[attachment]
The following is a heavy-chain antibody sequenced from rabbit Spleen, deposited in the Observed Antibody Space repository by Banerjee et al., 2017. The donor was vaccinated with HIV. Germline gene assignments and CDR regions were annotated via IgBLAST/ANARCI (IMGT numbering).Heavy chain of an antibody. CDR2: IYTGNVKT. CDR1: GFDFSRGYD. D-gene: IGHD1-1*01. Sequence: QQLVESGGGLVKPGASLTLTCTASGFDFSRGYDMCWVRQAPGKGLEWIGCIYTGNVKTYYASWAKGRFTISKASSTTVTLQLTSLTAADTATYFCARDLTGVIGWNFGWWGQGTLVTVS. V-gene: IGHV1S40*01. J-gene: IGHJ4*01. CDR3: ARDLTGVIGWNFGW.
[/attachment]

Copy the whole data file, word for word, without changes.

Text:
The following is a heavy-chain antibody sequenced from rabbit Spleen, deposited in the Observed Antibody Space repository by Banerjee et al., 2017. The donor was vaccinated with HIV. Germline gene assignments and CDR regions were annotated via IgBLAST/ANARCI (IMGT numbering).Heavy chain of an antibody. CDR2: IYTGNVKT. CDR1: GFDFSRGYD. D-gene: IGHD1-1*01. Sequence: QQLVESGGGLVKPGASLTLTCTASGFDFSRGYDMCWVRQAPGKGLEWIGCIYTGNVKTYYASWAKGRFTISKASSTTVTLQLTSLTAADTATYFCARDLTGVIGWNFGWWGQGTLVTVS. V-gene: IGHV1S40*01. J-gene: IGHJ4*01. CDR3: ARDLTGVIGWNFGW.